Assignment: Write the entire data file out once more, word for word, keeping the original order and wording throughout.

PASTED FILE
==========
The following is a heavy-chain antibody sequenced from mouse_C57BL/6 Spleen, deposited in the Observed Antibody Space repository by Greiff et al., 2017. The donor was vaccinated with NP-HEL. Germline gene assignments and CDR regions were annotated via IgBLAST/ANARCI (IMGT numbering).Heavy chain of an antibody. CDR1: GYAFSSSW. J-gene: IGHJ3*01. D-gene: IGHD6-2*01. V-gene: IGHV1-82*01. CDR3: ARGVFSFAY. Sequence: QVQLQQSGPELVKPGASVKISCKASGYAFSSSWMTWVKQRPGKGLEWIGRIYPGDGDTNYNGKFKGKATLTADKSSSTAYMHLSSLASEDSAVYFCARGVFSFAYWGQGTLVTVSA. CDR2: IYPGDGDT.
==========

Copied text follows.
The following is a heavy-chain antibody sequenced from mouse_C57BL/6 Spleen, deposited in the Observed Antibody Space repository by Greiff et al., 2017. The donor was vaccinated with NP-HEL. Germline gene assignments and CDR regions were annotated via IgBLAST/ANARCI (IMGT numbering).Heavy chain of an antibody. CDR1: GYAFSSSW. J-gene: IGHJ3*01. D-gene: IGHD6-2*01. V-gene: IGHV1-82*01. CDR3: ARGVFSFAY. Sequence: QVQLQQSGPELVKPGASVKISCKASGYAFSSSWMTWVKQRPGKGLEWIGRIYPGDGDTNYNGKFKGKATLTADKSSSTAYMHLSSLASEDSAVYFCARGVFSFAYWGQGTLVTVSA. CDR2: IYPGDGDT.